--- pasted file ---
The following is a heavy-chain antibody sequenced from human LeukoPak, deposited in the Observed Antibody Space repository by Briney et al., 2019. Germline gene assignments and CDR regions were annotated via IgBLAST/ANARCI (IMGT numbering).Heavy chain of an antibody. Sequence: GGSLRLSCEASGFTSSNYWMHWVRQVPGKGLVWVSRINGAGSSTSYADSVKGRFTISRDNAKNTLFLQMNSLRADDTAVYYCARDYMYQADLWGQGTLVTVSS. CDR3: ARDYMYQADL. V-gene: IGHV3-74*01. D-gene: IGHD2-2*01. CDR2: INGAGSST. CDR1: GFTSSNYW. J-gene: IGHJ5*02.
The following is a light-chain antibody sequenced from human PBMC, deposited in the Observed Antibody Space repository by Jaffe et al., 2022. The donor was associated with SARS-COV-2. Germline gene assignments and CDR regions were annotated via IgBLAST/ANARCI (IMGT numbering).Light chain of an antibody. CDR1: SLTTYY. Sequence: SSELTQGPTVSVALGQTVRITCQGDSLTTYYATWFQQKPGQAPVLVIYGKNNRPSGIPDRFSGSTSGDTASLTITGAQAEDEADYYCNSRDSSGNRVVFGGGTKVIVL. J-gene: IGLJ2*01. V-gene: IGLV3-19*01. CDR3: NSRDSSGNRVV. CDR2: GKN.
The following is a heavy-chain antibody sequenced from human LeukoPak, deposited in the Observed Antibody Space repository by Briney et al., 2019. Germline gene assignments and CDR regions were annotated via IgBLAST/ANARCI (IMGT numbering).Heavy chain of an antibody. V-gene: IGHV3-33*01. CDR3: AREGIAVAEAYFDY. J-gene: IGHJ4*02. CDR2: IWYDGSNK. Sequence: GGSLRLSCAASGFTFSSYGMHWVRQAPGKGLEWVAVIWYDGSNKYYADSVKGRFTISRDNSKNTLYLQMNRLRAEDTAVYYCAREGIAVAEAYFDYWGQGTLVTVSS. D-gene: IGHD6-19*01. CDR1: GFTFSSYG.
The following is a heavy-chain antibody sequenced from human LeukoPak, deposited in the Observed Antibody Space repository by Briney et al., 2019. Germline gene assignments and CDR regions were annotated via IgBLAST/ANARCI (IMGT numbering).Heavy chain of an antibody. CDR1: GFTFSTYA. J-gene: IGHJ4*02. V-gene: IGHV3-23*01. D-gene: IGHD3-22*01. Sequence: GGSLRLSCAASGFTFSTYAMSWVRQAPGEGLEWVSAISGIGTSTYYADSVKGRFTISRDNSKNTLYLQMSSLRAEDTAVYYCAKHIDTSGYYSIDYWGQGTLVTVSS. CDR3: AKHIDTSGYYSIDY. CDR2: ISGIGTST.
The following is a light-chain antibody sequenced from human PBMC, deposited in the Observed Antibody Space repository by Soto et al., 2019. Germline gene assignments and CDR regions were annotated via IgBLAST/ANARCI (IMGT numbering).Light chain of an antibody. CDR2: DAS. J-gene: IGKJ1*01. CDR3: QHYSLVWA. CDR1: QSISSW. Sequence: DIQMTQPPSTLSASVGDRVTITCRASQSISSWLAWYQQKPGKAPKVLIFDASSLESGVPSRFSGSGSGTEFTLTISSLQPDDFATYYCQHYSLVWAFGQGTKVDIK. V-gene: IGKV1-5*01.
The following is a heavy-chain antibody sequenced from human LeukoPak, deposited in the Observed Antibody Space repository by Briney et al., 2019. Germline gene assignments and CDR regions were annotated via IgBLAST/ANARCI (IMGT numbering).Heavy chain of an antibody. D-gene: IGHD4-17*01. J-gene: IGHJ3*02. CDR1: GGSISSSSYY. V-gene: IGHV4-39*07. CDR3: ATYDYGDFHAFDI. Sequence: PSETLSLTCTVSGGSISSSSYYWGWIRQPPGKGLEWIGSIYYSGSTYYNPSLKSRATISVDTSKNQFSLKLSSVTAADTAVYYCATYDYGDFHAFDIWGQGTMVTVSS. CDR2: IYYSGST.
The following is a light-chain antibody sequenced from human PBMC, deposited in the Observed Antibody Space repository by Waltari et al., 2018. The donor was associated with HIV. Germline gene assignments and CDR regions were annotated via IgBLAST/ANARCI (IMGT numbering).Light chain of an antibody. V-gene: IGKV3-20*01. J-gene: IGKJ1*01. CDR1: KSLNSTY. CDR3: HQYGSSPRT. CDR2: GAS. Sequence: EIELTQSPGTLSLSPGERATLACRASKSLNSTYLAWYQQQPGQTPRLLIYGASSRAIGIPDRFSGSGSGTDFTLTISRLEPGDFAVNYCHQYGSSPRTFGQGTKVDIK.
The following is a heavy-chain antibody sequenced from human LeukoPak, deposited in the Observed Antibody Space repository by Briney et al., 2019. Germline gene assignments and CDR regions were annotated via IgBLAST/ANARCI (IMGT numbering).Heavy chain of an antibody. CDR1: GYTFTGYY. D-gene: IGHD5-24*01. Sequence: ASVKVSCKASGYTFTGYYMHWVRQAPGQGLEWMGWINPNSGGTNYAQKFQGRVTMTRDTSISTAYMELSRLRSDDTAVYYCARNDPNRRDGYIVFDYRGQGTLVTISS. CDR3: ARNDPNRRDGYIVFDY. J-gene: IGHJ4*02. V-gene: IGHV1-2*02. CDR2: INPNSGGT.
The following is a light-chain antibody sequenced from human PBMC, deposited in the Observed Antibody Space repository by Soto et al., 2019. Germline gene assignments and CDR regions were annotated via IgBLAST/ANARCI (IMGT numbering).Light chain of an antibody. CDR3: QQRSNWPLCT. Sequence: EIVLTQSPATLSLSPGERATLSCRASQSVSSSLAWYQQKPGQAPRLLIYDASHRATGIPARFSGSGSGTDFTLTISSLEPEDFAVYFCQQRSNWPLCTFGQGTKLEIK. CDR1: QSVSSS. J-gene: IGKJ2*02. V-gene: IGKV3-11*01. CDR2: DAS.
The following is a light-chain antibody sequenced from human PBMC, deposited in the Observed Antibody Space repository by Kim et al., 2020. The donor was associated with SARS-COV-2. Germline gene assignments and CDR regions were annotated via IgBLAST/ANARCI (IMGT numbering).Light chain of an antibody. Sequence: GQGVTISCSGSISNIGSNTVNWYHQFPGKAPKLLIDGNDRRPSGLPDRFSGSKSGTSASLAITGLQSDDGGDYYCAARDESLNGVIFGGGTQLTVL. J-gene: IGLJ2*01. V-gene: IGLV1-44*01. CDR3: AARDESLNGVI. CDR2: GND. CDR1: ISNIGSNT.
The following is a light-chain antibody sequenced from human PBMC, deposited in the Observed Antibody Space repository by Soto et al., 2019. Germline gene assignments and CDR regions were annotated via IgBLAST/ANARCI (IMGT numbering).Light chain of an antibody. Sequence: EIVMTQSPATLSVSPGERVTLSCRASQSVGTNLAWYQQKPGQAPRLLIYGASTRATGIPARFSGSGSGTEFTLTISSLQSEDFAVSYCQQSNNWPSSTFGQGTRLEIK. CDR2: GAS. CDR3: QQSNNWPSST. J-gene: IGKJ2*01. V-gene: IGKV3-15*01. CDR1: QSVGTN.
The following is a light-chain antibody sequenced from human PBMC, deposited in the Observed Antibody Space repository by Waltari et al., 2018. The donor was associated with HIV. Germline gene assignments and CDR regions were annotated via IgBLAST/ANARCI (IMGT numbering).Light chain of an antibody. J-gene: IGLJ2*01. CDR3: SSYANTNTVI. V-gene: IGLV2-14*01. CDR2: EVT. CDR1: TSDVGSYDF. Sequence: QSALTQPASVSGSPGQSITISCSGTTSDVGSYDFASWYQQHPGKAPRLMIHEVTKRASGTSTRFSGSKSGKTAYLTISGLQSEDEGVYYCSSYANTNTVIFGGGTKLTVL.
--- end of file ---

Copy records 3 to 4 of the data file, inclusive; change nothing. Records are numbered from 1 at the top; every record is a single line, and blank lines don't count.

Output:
The following is a heavy-chain antibody sequenced from human LeukoPak, deposited in the Observed Antibody Space repository by Briney et al., 2019. Germline gene assignments and CDR regions were annotated via IgBLAST/ANARCI (IMGT numbering).Heavy chain of an antibody. V-gene: IGHV3-33*01. CDR3: AREGIAVAEAYFDY. J-gene: IGHJ4*02. CDR2: IWYDGSNK. Sequence: GGSLRLSCAASGFTFSSYGMHWVRQAPGKGLEWVAVIWYDGSNKYYADSVKGRFTISRDNSKNTLYLQMNRLRAEDTAVYYCAREGIAVAEAYFDYWGQGTLVTVSS. D-gene: IGHD6-19*01. CDR1: GFTFSSYG.
The following is a heavy-chain antibody sequenced from human LeukoPak, deposited in the Observed Antibody Space repository by Briney et al., 2019. Germline gene assignments and CDR regions were annotated via IgBLAST/ANARCI (IMGT numbering).Heavy chain of an antibody. CDR1: GFTFSTYA. J-gene: IGHJ4*02. V-gene: IGHV3-23*01. D-gene: IGHD3-22*01. Sequence: GGSLRLSCAASGFTFSTYAMSWVRQAPGEGLEWVSAISGIGTSTYYADSVKGRFTISRDNSKNTLYLQMSSLRAEDTAVYYCAKHIDTSGYYSIDYWGQGTLVTVSS. CDR3: AKHIDTSGYYSIDY. CDR2: ISGIGTST.